This is the final wrap up on the basics of ICF construction we used on our new off grid home.
In my last post, I shared a ha ha sign “Somewhat Precise Home Builders” which is my tongue in cheek name for the contractor who has built our home, namely Johanna and me.
But the carpenter’s level that I have resting on the very top course (double top plate,10th course, 15 feet up) angled across a corner, tells a different story. That bubble is dead on between the lines. It’s visual proof that if we start level, take our time as we work off that base to finish the top course, we remain level. In a previous post, I conveyed to you just how important the foundation was for everything being built upon it and here’s proof of that. I’ve put the level on top of all sides and on the floor in different locations. If we aren’t dead on level, the bubble is still within the lines. That’s as good as I can possibly hope to get.
I also mentioned in my post on foundations that by measuring my diagonals from corner to corner, I could tell if my building was square. There’s another trick I should have mentioned that can help square corners. That’s the 3,4,5 rule. You can learn about it here (http://www.aconcordcarpenter.com/the-3-4-5-method-for-squaring-corners.html) but it’s basic trigonometry. Measure 3 units down one side, measure 4 units down another side and then the distance between those two points (the hypotenuse) should equal 5 units. That works with multiples of 3,4,5 as well, such as 6,8,10 for example. To prove that, take a framing square and with a tape measure, measure the distance between the 6 inch mark on the tongue and the 8 inch mark on the body. The distance will be 10 inches. This method is far more accurate than trying to square up a corner with a framing square.
Working With Concrete
In regards to concrete, I’ve pointed out the importance of wearing eye protection when working with concrete due to its potential to splatter and how I wash thoroughly all concrete residue from my exposed skin as soon as I’m done working with the stuff. I should mention the importance of washing off all equipment as soon as I’m done too. Leaving concrete on tools and shovels for cleaning the next day makes for some tough, if not impossible cleaning.
We needed the pumper truck to fill our ICF walls and that process can be sloppy. It was hard not to slop some concrete about as we worked along the walls, walking on planks supported by staging as we went. Some of that splatter will go on the braces. It’s a lot easier to wipe things down and get that fresh concrete off while it’s still goo. Once it sets, it’s a bear to remove. I know because on our first pour, I didn’t realize the braces were splattered until I took the braces off a couple days later. Then it literally took us a couple of days hacking, banging and scraping to clean off the set concrete. It was much easier this second pour since I knew how to deal with it. Simply wipe things down right after the pour is done and clean up is so much easier.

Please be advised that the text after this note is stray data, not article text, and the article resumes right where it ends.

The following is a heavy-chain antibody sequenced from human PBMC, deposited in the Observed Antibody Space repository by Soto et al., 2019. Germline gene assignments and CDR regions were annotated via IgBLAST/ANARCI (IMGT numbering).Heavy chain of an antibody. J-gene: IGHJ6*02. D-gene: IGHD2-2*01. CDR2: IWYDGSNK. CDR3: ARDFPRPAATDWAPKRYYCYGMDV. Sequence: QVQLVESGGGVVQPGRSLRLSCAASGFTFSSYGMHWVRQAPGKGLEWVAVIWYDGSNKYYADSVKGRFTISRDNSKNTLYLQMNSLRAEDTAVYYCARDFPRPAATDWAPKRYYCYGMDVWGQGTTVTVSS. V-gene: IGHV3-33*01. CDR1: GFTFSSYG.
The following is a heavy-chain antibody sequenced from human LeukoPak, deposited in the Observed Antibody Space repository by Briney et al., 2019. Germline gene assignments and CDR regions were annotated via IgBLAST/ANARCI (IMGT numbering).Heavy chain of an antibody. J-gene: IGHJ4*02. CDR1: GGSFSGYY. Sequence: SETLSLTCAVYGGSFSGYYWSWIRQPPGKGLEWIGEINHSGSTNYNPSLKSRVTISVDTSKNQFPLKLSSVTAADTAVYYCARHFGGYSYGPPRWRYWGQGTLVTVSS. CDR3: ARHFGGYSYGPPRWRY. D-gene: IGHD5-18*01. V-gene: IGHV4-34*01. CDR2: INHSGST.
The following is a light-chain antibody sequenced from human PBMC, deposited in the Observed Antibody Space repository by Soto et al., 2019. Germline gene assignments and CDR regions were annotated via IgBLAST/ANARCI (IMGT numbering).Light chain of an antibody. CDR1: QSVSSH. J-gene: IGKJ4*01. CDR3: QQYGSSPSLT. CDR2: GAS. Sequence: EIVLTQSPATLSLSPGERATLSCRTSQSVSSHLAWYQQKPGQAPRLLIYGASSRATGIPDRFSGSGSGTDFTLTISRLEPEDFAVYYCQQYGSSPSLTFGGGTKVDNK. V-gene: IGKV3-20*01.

One important detail in regards to pouring concrete is to remove air pockets and voids in the wall. They obviously would be weak areas and must be avoided. Although one could take a long piece of rebar and tamp the concrete all the way around as it’s poured, the best way is to buy or rent a small concrete vibrator made just for the purpose. It doesn’t take much to vibrate the concrete down. A couple thrusts down and then we moved on to the next spot. We essentially vibrated between every form web to make sure we were filling the entire wall with a uniform layer of concrete. A word of caution. The pro we had helping us made certain not to over vibrate an area. This can stress that area and cause a blowout or bulge if one is not careful, especially in the corners which are the weakest areas.
I’ve given quite a bit of detail on what ICF is and how we utilized it. I’ve also mentioned that the concrete is reinforced with rebar. Every course has horizontal 10M rebar. There are a number of slots in the plastic webbing to accept the rebar. The rebar snaps into place. Each successive course of horizontal rebar alternates position so that it forms a cradle for the vertical rebar that needs to go in. In other words, if you looked down inside the wall, a piece of vertical rebar placed in the wall would be sandwiched between alternating layers of horizontal rebar, thus keeping it in place vertically. All horizontal rebar was overlapped a minimum of 24 inches when I needed to start a new piece. I’m just giving you some of the basics since local building codes and ICF manufacturers will dictate the proper rebar spacing and sizes needed.